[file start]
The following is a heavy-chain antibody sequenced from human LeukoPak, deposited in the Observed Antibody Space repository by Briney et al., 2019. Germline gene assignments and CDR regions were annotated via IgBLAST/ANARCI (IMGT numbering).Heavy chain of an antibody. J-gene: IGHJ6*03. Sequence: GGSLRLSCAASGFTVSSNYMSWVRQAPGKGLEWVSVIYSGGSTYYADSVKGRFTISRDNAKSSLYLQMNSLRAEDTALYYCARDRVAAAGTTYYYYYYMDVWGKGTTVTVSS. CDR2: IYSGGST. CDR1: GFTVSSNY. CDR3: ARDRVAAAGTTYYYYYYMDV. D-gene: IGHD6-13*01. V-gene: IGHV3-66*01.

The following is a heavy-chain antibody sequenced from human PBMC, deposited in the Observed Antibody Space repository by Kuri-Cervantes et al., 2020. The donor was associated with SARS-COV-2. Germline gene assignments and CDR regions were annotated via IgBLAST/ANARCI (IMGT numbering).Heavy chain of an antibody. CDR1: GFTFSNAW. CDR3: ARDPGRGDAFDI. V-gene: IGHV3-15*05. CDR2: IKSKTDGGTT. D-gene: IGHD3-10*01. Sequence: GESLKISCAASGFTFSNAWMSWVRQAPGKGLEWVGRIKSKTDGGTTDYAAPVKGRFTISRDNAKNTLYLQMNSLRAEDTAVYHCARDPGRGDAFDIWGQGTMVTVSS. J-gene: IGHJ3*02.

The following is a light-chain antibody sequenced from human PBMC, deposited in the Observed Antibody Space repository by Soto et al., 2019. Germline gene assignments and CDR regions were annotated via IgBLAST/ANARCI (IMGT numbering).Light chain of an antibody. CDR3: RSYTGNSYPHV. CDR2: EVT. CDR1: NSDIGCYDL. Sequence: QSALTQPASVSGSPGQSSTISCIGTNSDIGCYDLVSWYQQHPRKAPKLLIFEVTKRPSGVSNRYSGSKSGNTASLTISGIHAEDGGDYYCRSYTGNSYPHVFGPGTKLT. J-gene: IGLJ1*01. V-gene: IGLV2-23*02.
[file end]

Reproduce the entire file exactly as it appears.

The following is a heavy-chain antibody sequenced from human LeukoPak, deposited in the Observed Antibody Space repository by Briney et al., 2019. Germline gene assignments and CDR regions were annotated via IgBLAST/ANARCI (IMGT numbering).Heavy chain of an antibody. J-gene: IGHJ6*03. Sequence: GGSLRLSCAASGFTVSSNYMSWVRQAPGKGLEWVSVIYSGGSTYYADSVKGRFTISRDNAKSSLYLQMNSLRAEDTALYYCARDRVAAAGTTYYYYYYMDVWGKGTTVTVSS. CDR2: IYSGGST. CDR1: GFTVSSNY. CDR3: ARDRVAAAGTTYYYYYYMDV. D-gene: IGHD6-13*01. V-gene: IGHV3-66*01.

The following is a heavy-chain antibody sequenced from human PBMC, deposited in the Observed Antibody Space repository by Kuri-Cervantes et al., 2020. The donor was associated with SARS-COV-2. Germline gene assignments and CDR regions were annotated via IgBLAST/ANARCI (IMGT numbering).Heavy chain of an antibody. CDR1: GFTFSNAW. CDR3: ARDPGRGDAFDI. V-gene: IGHV3-15*05. CDR2: IKSKTDGGTT. D-gene: IGHD3-10*01. Sequence: GESLKISCAASGFTFSNAWMSWVRQAPGKGLEWVGRIKSKTDGGTTDYAAPVKGRFTISRDNAKNTLYLQMNSLRAEDTAVYHCARDPGRGDAFDIWGQGTMVTVSS. J-gene: IGHJ3*02.

The following is a light-chain antibody sequenced from human PBMC, deposited in the Observed Antibody Space repository by Soto et al., 2019. Germline gene assignments and CDR regions were annotated via IgBLAST/ANARCI (IMGT numbering).Light chain of an antibody. CDR3: RSYTGNSYPHV. CDR2: EVT. CDR1: NSDIGCYDL. Sequence: QSALTQPASVSGSPGQSSTISCIGTNSDIGCYDLVSWYQQHPRKAPKLLIFEVTKRPSGVSNRYSGSKSGNTASLTISGIHAEDGGDYYCRSYTGNSYPHVFGPGTKLT. J-gene: IGLJ1*01. V-gene: IGLV2-23*02.